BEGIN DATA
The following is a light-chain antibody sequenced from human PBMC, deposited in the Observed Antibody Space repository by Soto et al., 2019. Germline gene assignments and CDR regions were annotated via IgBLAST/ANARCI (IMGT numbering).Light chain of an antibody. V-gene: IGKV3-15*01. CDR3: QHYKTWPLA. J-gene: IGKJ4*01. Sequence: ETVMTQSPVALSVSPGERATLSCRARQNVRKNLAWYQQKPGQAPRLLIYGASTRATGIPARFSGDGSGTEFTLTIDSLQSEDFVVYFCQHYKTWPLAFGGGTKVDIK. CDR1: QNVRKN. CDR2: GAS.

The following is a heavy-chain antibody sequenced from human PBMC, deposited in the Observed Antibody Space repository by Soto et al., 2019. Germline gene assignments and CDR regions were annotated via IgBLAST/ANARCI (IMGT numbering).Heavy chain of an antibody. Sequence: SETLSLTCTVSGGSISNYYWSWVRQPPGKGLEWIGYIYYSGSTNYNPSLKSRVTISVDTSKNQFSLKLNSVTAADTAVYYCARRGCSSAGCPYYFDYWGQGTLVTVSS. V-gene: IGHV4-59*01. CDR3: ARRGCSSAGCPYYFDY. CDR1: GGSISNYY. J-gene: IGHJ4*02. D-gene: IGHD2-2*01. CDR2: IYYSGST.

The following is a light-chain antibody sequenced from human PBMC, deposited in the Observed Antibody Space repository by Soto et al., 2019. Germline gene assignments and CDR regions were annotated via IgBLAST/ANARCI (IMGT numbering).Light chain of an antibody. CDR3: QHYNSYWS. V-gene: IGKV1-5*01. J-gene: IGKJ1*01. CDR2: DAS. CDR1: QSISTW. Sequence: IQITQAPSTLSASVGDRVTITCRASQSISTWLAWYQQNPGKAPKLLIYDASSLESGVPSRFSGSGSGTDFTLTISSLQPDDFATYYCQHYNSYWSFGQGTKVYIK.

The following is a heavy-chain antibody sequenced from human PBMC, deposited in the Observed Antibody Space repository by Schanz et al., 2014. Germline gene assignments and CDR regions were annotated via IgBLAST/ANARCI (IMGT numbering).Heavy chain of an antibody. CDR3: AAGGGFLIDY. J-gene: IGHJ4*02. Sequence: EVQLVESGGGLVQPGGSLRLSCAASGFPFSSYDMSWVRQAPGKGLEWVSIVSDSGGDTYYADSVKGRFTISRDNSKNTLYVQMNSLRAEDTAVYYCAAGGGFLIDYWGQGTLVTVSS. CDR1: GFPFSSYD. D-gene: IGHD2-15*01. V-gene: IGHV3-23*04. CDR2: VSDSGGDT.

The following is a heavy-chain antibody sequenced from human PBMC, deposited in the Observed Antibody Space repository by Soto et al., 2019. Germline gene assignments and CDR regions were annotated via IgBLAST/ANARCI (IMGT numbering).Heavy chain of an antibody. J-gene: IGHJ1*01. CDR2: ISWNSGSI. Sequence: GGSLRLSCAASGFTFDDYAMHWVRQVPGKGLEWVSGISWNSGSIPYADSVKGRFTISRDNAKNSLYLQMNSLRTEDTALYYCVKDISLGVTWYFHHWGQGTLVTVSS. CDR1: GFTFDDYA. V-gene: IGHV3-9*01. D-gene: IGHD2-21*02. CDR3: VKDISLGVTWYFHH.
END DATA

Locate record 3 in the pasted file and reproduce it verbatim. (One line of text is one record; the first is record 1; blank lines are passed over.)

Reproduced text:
The following is a light-chain antibody sequenced from human PBMC, deposited in the Observed Antibody Space repository by Soto et al., 2019. Germline gene assignments and CDR regions were annotated via IgBLAST/ANARCI (IMGT numbering).Light chain of an antibody. CDR3: QHYNSYWS. V-gene: IGKV1-5*01. J-gene: IGKJ1*01. CDR2: DAS. CDR1: QSISTW. Sequence: IQITQAPSTLSASVGDRVTITCRASQSISTWLAWYQQNPGKAPKLLIYDASSLESGVPSRFSGSGSGTDFTLTISSLQPDDFATYYCQHYNSYWSFGQGTKVYIK.